Consequences for relapse. I think we have lost sight of the fact that doing drugs at this point in time is illegal in Canada. If you get arrested for drugs, automatic forced treatment in a facility…not jail, a treatment facility. I think we should bring back the Vagrancy Act.
    Train people to work with addicts, not just hire someone that knows someone, to babysit in a drop n facility at union wages, all day serving free coffee…actually treat the disease.
    Give police the power to make the arrests…
    I don’t really have the answers chris…but what I do have is experience. My brother almost lost his life to drugs when he was a young man. Thankfully he met a good woman,that loved him unconditionally, she helped set him free..just by loving him…

  • Dennis O’Bell

    I’m still looking for evidence that green standards = more expensive.
    But to the bigger picture point–if green standards are something worth pursuing but it is currently more expensive–is it not worth investing in now even if it is more expensive because it’s a good idea?
    New things cost more because they are new/not mass produced/different. Seems like the argument ‘it’s more money so we shouldn’t do it’ is quite close minded.

    I’m not sure how that evidence could be presented. Post mortem audit to pro forma comparisons maybe?
    Having spoken with a local area planner, their general impression was that it was more expensive, Michael Geller above indicates the higher certification you try and achieve the more expensive it gets. Perhaps others with development experience could weigh in here as it’s not my field even though I’m exposed to it.
    LEED is evaluated based on design, construction and systems maintenance over time; not just materials.
    To your bigger picture, I would say yes theoretically. Extrapolated further, what is doable?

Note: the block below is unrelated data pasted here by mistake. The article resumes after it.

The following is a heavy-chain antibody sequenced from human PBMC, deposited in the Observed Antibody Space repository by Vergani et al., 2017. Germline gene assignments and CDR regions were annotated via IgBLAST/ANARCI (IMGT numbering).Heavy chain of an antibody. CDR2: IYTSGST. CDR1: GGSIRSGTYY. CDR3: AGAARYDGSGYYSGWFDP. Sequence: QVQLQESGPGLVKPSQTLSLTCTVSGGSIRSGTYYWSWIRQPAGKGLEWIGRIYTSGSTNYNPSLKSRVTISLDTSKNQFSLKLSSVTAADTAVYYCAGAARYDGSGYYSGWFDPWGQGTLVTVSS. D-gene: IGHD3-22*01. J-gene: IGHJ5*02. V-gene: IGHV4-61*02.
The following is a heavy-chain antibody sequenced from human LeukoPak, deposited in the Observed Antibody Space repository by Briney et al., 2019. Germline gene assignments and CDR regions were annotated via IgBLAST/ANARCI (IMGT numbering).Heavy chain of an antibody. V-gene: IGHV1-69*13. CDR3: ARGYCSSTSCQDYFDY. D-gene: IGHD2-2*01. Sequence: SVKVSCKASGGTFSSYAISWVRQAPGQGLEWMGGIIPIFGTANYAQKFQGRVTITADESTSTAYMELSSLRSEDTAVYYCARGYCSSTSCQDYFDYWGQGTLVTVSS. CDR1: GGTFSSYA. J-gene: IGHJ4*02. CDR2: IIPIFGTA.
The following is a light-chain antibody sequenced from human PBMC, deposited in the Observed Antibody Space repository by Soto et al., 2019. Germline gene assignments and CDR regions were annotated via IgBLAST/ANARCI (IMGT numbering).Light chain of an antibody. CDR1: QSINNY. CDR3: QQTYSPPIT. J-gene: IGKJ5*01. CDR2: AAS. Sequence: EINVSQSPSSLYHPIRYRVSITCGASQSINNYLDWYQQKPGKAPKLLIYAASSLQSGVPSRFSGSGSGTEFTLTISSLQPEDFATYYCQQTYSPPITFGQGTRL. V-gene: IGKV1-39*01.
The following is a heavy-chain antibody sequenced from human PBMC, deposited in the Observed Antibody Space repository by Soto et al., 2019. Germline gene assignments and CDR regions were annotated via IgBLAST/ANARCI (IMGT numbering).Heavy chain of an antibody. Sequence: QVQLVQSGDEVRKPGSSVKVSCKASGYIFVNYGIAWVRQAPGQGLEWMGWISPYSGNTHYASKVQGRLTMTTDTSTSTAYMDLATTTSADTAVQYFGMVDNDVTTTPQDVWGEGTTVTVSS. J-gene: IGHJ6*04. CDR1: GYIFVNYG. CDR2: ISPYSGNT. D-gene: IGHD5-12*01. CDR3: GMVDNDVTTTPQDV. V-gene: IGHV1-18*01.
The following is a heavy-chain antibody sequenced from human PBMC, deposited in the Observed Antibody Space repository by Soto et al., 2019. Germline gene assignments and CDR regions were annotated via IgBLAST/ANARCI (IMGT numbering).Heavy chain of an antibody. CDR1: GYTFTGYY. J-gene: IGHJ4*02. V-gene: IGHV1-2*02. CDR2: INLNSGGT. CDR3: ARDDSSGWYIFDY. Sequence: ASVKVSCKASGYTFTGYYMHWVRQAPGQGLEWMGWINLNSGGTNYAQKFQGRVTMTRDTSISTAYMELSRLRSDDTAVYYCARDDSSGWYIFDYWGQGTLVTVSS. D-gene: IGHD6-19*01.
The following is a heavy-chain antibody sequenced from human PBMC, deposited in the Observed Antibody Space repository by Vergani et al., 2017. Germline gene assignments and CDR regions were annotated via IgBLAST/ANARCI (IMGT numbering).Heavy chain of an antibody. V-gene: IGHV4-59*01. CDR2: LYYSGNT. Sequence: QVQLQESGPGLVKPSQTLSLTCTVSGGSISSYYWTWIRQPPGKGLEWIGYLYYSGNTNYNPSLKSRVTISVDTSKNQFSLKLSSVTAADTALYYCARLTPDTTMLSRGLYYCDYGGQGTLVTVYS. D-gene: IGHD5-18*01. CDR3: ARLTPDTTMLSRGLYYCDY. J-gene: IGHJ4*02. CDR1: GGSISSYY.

If let’s say it is more expensive, additional costs would be passed down to the purchaser or renter as it becomes a matter of what the market could bear. The bank will not cashflow the construction loan if there isn’t sufficient presales deposits to indicate a sufficient market.
    So while it may seem to be the right thing to do, if it’s more expensive to build than what pre-sales indicate there is a market for, the bank’s minimum financing criteria may not be met which means there may not be a building.
    Is that closed minded? I don’t think abstract characterizations apply to down payment amounts.
    In any case, Michael Geller’s point was that rezoning cannot be made contingent on LEED certification since LEED can’t be certified till after occupancy.

  • Dennis O’Bell

    Sorry I hope the formatting on my last post doesn’t read too confusing.
    I misplaced the closing italicize html tag on quoting boohoo.

  • douglas

    excellent points – there is a fly in ointment though-
    “Michael Geller’s point was that rezoning cannot be made contingent on LEED certification since LEED can’t be certified till after occupancy.”
    You are only partially correct. LEED cannot be certified until after occupancy.
    However, a municipality can (and some are) asking for a list of green initiatives proposed up front as a condition of rezoning. I am going through this currently on a project in another much smaller BC jurisdiction – township of Esquimalt.
    Rezoning is discretionary – and the developer is at the mercy of the council, public reaction and staff support. The municipality I am currently working developing the proposal for is asking up front for all rezoning applicants to provide a list of proposed green initiatives consistent with either LEED or ‘Built Green’ – it has been their council policy since 09/ 2007.
    Since rezoning is discretionary, a municipality can ask for whatever it wants to try to extract from the developer, even if that means trying to get the developer to commit up front to items we won’t be specifying until several years down the line.
    There are a number of problems inherent with the scenario, and their staff have been apprised of them. However it is the reality being faced. Vancouver is not the only jurisdiction conducting itself this way. It may not be logical or prudent, but get used to it. Councillors are going to push this agenda, and if rezoning is contingent on the talking big on green, that’s how the proposals likely will be tailored to garner the approval.

  • Bill

    The Green Revolution has driven a lot of initiatives and there was no time to spare because the future of civilization depended on immediate action. Carbon became synonymous with pollution and anything that reduced the carbon footprint was good.